Lauren Byrd-Moreno is looking forward to the day that she’s no longer in a long-distance relationship with her husband, Chris Crain. He was finally released from prison on parole this summer, but for now, he’s living at a halfway house. Byrd-Moreno isn’t counting on having him home for good until November. But she was so used to bad news when she checked his parole status, it was a welcome relief to finally have an end in sight. She didn’t see Crain, who was incarcerated in the Clemens Unit in Brazoria County, for about a year because of COVID-19 restrictions. “I was terrified for us,” she says. “I didn’t know if I was going to get a phone call saying that he’d passed away.”
Seeing what she says was the worst of the prison system during the pandemic inspired her to change her college major to criminal justice this spring. “I went through these classes and I realized, a lot of this, I’m already familiar with,” she says. Since early last year, she’s found herself thrown into advocacy work as her husband and thousands of others in the Texas prison system have been at high risk of contracting COVID-19. Many inmates were given harsh sentences for low-level crimes or otherwise kept in jail when they could have been released with better parole programs and support, she says; instead, they died from COVID-19 behind bars. Now she wants to work on changing the way rehabilitation programs function and diverting people from prison. “I want to help people get out sooner and go home a little better than they came in.”
Byrd-Moreno is planning to take a break from classes this fall. Her hands are full with parenting, moving, and cobbling together gig work to pay the bills, and when Crain comes home, she knows she’ll be even busier helping him adjust. She moved out of her grandmother’s house and into her own apartment this summer so the family can have more space for themselves. And she left her job waitressing at an IHOP in Beaumont this spring, tired of the cycle of co-workers testing positive for the coronavirus and the restaurant shutting down temporarily, cutting into her pay. She’s since taken on work through a food delivery app and is babysitting a former co-worker’s child. “It’s difficult because I don’t have a set income,” she says. “But I’m my own boss now.”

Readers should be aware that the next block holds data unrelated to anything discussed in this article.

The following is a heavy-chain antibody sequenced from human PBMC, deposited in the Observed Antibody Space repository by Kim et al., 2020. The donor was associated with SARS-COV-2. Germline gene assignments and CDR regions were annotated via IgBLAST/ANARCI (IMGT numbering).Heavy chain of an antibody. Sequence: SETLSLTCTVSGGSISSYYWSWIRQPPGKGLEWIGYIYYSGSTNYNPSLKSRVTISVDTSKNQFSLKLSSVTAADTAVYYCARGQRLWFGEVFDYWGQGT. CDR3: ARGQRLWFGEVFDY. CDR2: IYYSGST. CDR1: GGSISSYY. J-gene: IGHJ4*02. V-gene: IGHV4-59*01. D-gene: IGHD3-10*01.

Byrd-Moreno is hoping to take some time for herself soon. “It’s a weird in-between phase, where I’m still trying to maintain my adult life and take a break at the same time,” she says. It’s been a tough year and a half, and she knows she and her family aren’t at the finish line yet. She says her schedule has been so unpredictable that as of this summer, she still hadn’t set aside time to get a COVID-19 vaccine. Crain wasn’t vaccinated in prison, and her kids, all under age 12, are too young. As the Delta variant spreads quickly, sending many young, unvaccinated people to the hospital, she also feels a lingering fear that schools might have to shut down again when they go back in person this fall.
“It’s kind of nerve-wracking,” she says. “But we’re definitely more hopeful.” —Amal Ahmed
Profession: Radiologic technologist
Location: Mount Pleasant, Titus County
This spring marked a new kind of anniversary for Michael Saenz: one year since he barely survived COVID-19. In mid-June 2020, he was released from the hospital after a monthlong battle with the disease and more than a week on a ventilator. His wife “got more emotional than I did,” Saenz says of the one-year mark since he recovered—just in time to spend Father’s Day with their son, who was born days after the coronavirus was first confirmed in Texas. “But then again, they’re the ones that went through more of the emotional part of it, you know. Going through whether or not I was coming out of the hospital, or what the next day would bring.”
Saenz and his wife are expecting their second child, due in September. Their son, now almost a year and a half, is “growing, he’s walking, he’s throwing tantrums,” Saenz says with a laugh. “He’s a healthy boy.” As for Saenz, he’s been mostly feeling well, though he says working out, which he’d gotten back into as he started feeling back to normal last summer, “went kind of down the drain,” a casualty of kids and life. But more than a year after he was sick, he’s still having lingering symptoms, including body aches and pains. In the past few months, Saenz, who lost his sense of smell and taste for weeks after he was sick, has started experiencing a “phantom smell.” Every so often, “I’ll get a kind of whiff of cigarette smoke,” he says. “But nobody is smoking around me.”